The Annals of Mathematical Statistics

A Counter-Example Relating to Certain Multivariate Generalizations of $t$ and $F$

A. W. Davis

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It is shown that the distributions of certain multivariate analogues of $t$ and $F$ are dependent on the population covariance matrix. Suppose that $\mathbf{z} = (x_1, \cdots, x_p)'$ has the multivariate normal distribution with mean vector $\mathbf{\xi}$ and covariance matrix $\mathbf{\sigma}$. Let $\mathbf{S, S}^\ast$ be independent Wishart matrices also with covariance matrix $\mathbf{sigma}$, based on $n, n^\ast$ degrees of freedom respectively. Then if $\mathbf{T}$ is a $p \times p$ matrix such that \begin{equation*}\tag{1} \mathbf{TT}' = S\end{equation*} natural candidates for the multivariate analogues of $t$ and $F$ are \begin{equation*}\begin{align*}\tag{2}\mathbf{t} = \mathbf{t}^{-1} (\mathbf{z} - \mathbf{\xi}), \\ \tag{3}\mathbf{W} = \mathbf{T} ^{-1}\mathbf{S}^{\ast}\mathbf{T}^{'-1}.\end{align*}.\end{equation*} Olkin and Rubin (1964), Theorems 3.2 and 4.2, have shown that if $\mathbf{T}$ is taken to be upper or lower triangular, then $\mathbf{t}$ and $\mathbf{W}$ do in fact have distributions which independent of $\mathbf{sigma}$. However, if $\mathbf{T}$ is taken to by symmetrical and positive definite, $\mathbf{T} = \mathbf{S}^\frac{1}{2}$, then they remark (Section 3) that the distribution of $\mathbf{W}$ is unknown for general $\mathbf{\sigma}$. It seems worthwhile to present the following example, which shows that for $\mathbf{T = S}^\frac{1}{2}$ the distributions of $t$ and $\mathbf{W}$ depend on $\mathbf{\sigma}$; the contrary is occasionally asserted (see Bennett and Cornish (1964), p. 907. Let $p = 2$, and assume that\begin{equation*}\tag{4} \mathbf{\sigma}^{-1} = \begin{pmatrix}a^2@0\\0@b^2.\end{pmatrix}\end{equation*} Since $\mathbf{S}^\frac{1}{2}$ is positive definite, it may be written in the form\begin{equation*}\tag{5} \mathbf{S}^\frac{1}{2} = \begin{pmatrix}x,@(xy)^\frac{1}{2}q\\(xy)^\frac{1}{2}q,@y (\mathbf{0} < x, y < \infty, q^2 < 1).\end{pmatrix}\end{equation*} Noting the Jacobian\begin{equation*}\tag{6}\partial(\mathbf{S})/\partial(x,y,q) = 4(1 - q^2)(xy)^\frac{1}{2}(x + y),\end{equation*} it is readily found by transforming the Wishart distribution that $\mathbf{S}^\frac{1}{2}$ has the distribution. \begin{equation*}\begin{align*}\tag{7}f(\mathbf{S} ^\frac{1}{2}) d\mathbf{S}^\frac{1}{2} = \{(nab)^n/ \pi\Gamma(n - 1)\} (1 - q^2)^{n-2}(xy)^{n-\frac{3}{2}}(x + y) \\ \cdot\exp \{ -\frac{1}{2}n \lbrack a^2x^2 + (a^2 + b^2)xyq^2 + b^2y^2\rbrack\} dx dy dq, \\ (0 < x, y < \infty, q^2 < 1)\end{align*}.\end{equation*} (See Olkin and Rubin, p. 266.) Now \begin{equation*}\begin{align*}\tag{8} \epsilon(\mathbf{tt}' &= \epsilon\mathbf{W} \\ &= \epsilon (\mathbf{S}-^\frac{1}{2} \mathbf{\sigma S}^{-\frac{1}{2}}) &= \begin{bmatrix}\nu_1/a^2 + \nu_3/b^2, \quad - \nu_4/ a^2 - \nu_5/b^2 \\ - \nu_4/a^2 - \nu_5/b^2, \quad \nu_3/a^2 + \nu_2/b^2\end{bmatrix}\end{align*},\end{equation*} where\begin{equation*}\begin{align*}\tag{9}\nu_1 &= \mathscr{E}\lbrack x^{-2} (1 - q^2)^{-2}\rbrack, \quad \nu_2 = \mathscr{E}\lbrack y^{-2} (1 - q^2)^{-2}\rbrack, \quad \nu_3 = \mathscr{E} \lbrack q^2/xy (1 - q^2)^2\rbrack, \\ \nu_4 = \mathscr{E}\lbrack q/x^{\frac{3}{2}} y ^{\frac{1}{2}}(1 - q^2)^2\rbrack, \quad \nu_5 = \mathscr{E}\rbrack 1/x^{\frac{1}{2}} y^{\frac{3}{2}} (1 - q^2)^2\lbrack\end{align*}. \end{equation*} It will be sufficient to show that the matrices in (8) are not independent of $a$ and $b$. In order to simplify the calculations still further, we shall take the case $n = 4$, and consider only the elements $\epsilon(t^2_1), \epsilon(t^2_2)$ on the main diagonal in (8). The density (7) now takes the form: \begin{equation*}\tag{10}f(\mathbf{S}^{\frac{1}{2}} d\mathbf{S}^{\frac{1}{2}} = 2^{7_\pi^{-1}} (ab)^4(1 - q^2)^2(xy)^{\frac{5}{2}} (x + y) \cdot\exp \{-2\lbrack a^2x^2 + (a^2 + b^2)xyq^2 + b^2y^2\rbrack\} dx dy dq,\end{equation*} and we wish to evaluate $\nu_1, \nu_2, \nu_3$. For $\nu_1$, let us first consider \begin{equation*}\begin{align*}\tag{11}I(q) &= \int_0^\infty \int_0^\infty x^{-2}(1 - q^2)^{-2}f(\mathbf{S} ^{\frac{1}{2}}) dx dy \\ &= 2^{7_\pi^{-1}}(ab)^4 \int_0^\infty \int_0^\infty (x^{\frac{3}{2}}y^{\frac{5}{2}} + x^{\frac{1}{2}} y^{7/2}) e^{-2a2x2-2b2y2} \\ \cdot \sum^\infty_{k=0} K!^{-1}\lbrack -2(a^2 + b^2)xyq^2\rbrack^k dx dy\end{align*}.\end{equation*} Making use of the formulas \begin{equation*}\begin{align*}\tag{12}\Gamma(\omega)\Gamma(\omega + \frac{1}{2}) &= \pi^{\frac{1}{2}}\Gamma)(2\omega)/2^{2\omega-1}, \\ \int_0^\infty \omega^\lambda e^{-a^2\omega^{2}} d\omega &= \Gamma((\lambda + 1)/2)/2a^{\lambda+1},\\ \sum^\infty_{k=0} x^k\Gamma(k + \lambda)/k! = \Gamma(\lambda)(1 - x)^{-\lambda}, \quad (| x | < 1)\end{align*}\end{equation*}, it is found that \begin{equation*} \begin{align*}\tag{13}I(q) &= (2a^3/\pi b^{\frac{1}{2}} \sum^\infty_{k=0} k!^{-1}\lbrack -(a^2 + b^2)q^2/2ab\rbrack^k \cdot\{a\Gamma(k + \frac{3}{2}) + (a + b)\Gamma(k + \frac{5}{2})\} \\ \tag{14} &=(a^3/2b)^{\frac{1}{2}} \{a\phi^{-\frac{3}{2}}(q) + \frac{3}{2}(a + b)\phi^{-\frac{5}{2}}(q)\} \end{align*}\end{equation*} where \begin{equation*}\tag{15} \phi(q) = 1 + (a^2 + b^2)q^2/2ab\end{equation*} The series in (13) is convergent only for\begin{equation*}\tag{16} | q |^2 < 2ab/(a^2 + b^2)\end{equation*} However, since $I(q)$ and the expression (14) are both analytic functions of the complex variable $q = u + iv$ over the region $u^2 - v^2 > -2ab/(a^2 + b^2)$ in the $q$ plane, it follows by analytic continuation that $I(q)$ is certaintly equal to (14) for all real $q$. Noting that \begin{equation*}\begin{align*}\tag{17}\int_0^1\phi ^{-\frac{3}{2}}(q) dq &= (2ab)^{\frac{1}{2}}/(a + b), \\ \int_0^1\phi^{-\frac{5}{2}}(q) dq = \frac{2}{3}(2ab)^{\frac{1}{2}}(a^2 + 3ab + b^2)/(a + b)^3\end{align*},\end{equation*} we have \begin{equation*}\begin{align*}\tag{18}\nu_1 &= 2 \int_0^1 I(q) dq \\ &= 2a^2\lbrack 2 - (b/(a + b))^2\rbrack\end{align*},\end{equation*} $\nu_2$ being obtained by interchanging $a$ and $b$. Similarly, it is found that \begin{equation*}\tag{19}\nu_3 = 2(ab/(a + b))^2.\end{equation*} Hence \begin{equation*}\begin{align*}\tag{20}\mathscr{E}(t^2_1) 7= \nu_1/a^2 + \nu_3/b^2 = 4 + 2(a - b)/(a + b), \\ \mathscr{E}(t^2_2) &= \nu_3/a^2 + \nu_2/b^2 = 4 - 2(a - b)/(a + b)\end{align*},\end{equation*} and the matrices in (8) are not dependent of $a$ and $b$. As a check on the working, we have: \begin{equation*}\tag{21}\mathscr{E}(t^2_1 + t^2_2) = \mathscr{E} (\mathbf{z} -\xi)'\mathbf{S}^{-1}(\mathbf{z} - \xi) = 8,\end{equation*} which is independent of $\Sigma$ and in accordance with the known distribution of Hotelling's $T^2$.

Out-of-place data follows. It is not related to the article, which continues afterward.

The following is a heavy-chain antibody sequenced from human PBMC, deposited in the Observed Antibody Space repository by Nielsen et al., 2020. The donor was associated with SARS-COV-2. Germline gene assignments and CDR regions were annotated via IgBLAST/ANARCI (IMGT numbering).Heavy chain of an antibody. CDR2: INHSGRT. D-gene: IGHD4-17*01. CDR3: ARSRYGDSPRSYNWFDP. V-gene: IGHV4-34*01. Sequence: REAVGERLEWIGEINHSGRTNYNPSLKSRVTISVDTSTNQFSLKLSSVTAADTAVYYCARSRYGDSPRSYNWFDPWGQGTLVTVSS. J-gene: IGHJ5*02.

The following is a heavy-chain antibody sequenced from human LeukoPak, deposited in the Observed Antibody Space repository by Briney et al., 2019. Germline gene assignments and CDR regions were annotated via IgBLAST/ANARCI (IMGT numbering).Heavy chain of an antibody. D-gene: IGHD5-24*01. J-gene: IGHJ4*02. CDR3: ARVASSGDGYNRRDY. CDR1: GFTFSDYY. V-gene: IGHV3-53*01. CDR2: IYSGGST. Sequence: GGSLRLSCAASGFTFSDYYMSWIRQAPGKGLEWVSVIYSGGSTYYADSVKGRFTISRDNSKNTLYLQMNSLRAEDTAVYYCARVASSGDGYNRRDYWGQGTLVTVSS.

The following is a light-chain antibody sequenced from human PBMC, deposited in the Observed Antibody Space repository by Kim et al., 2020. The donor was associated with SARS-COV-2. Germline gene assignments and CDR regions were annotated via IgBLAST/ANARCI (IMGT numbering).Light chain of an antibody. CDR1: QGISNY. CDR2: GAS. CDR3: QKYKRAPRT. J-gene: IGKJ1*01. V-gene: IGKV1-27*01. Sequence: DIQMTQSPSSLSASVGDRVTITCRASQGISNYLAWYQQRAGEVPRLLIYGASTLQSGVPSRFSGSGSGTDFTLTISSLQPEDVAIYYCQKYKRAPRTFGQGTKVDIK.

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Ann. Math. Statist., Volume 38, Number 2 (1967), 613-615.

First available in Project Euclid: 27 April 2007

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Davis, A. W. A Counter-Example Relating to Certain Multivariate Generalizations of $t$ and $F$. Ann. Math. Statist. 38 (1967), no. 2, 613--615. doi:10.1214/aoms/1177698983.